May 14, 2008

Antarctic Ice Cores Revised 800KYr CO2 Data

by
Bereiter, B.; Eggleston, S.; Schmitt, J.; Nehrbass-Ahles, C.; Stocker, T.F.; Fischer, H.; Kipfstuhl, S.; Chappellaz, J.A.
,
NOAA National Centers for Environmental Information
  • The European Project for Ice Coring in Antarctica Dome ice core from Dome C (EDC) has allowed for the reconstruction of atmospheric CO2 concentrations for the last 800,000 years
  • Revisits the oldest part of the EDC CO2 record using different air extraction methods and sections of the core
  • Corrected record presented here resolves partly - but not completely - the issue with a different correlation between CO2 and Antarctic temperatures found in this oldest part of the records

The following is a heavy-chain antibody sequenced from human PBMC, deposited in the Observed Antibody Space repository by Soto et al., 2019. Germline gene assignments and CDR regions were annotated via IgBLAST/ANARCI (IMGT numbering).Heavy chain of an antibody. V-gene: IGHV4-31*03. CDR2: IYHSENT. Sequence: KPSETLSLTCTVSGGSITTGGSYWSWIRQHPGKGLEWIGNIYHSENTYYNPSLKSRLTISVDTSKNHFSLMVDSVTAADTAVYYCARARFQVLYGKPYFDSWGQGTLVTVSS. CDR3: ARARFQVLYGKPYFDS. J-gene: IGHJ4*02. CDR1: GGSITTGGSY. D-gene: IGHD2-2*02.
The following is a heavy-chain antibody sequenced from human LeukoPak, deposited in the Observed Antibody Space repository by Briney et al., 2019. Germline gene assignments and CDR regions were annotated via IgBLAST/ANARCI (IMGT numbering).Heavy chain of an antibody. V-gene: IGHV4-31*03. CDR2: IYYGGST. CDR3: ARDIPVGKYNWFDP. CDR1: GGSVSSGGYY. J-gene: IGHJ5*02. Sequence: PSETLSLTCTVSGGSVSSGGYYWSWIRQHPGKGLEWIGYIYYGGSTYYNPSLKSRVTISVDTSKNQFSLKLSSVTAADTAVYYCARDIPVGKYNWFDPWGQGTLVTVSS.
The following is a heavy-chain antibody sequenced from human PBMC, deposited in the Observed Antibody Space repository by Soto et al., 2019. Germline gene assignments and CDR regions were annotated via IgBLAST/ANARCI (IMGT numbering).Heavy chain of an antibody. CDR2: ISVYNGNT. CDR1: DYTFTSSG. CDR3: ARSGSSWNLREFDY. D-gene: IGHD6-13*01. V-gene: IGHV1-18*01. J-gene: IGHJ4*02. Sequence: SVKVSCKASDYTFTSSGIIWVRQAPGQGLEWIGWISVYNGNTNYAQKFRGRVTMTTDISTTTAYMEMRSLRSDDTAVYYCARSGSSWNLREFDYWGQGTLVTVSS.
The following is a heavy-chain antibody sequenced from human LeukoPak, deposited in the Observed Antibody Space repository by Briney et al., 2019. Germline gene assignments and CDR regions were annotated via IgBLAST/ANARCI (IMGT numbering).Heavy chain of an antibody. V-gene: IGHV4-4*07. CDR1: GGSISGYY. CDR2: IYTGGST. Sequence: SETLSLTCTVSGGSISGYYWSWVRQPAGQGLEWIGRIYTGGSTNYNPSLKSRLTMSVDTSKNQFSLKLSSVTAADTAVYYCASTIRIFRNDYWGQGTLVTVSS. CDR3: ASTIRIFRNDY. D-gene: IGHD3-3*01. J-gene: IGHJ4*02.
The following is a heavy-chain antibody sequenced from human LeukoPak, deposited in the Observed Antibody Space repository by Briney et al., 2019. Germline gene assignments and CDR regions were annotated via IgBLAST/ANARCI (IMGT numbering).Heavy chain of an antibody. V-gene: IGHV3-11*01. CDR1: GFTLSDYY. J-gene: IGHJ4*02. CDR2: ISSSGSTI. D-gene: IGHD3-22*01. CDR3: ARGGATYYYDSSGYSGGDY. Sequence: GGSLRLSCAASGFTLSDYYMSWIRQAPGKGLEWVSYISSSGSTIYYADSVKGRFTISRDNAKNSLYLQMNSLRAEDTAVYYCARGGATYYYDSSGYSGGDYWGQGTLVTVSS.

• Provides an update of 800,000 years atmospheric CO2 history including recent studies covering the last glacial cycle
  • Original study abstract:
    • States that changes in past atmospheric carbon dioxide concentrations can be determined by measuring the composition of air trapped in ice cores from Antarctica
    • States that so far, the Antarctic Vostok and EPICA Dome C ice cores have provided a composite record of atmospheric carbon dioxide levels over the past 650,000 years
    • Presents results of the lowest 200 m of the Dome C ice core, extending the record of atmospheric carbon dioxide concentration by two complete glacial cycles to 800,000 yr before present
    • Finds, from previously published data and the present work, that atmospheric carbon dioxide is strongly correlated with Antarctic temperature throughout eight glacial cycles but with significantly lower concentrations between 650,000 and 750,000 yr before present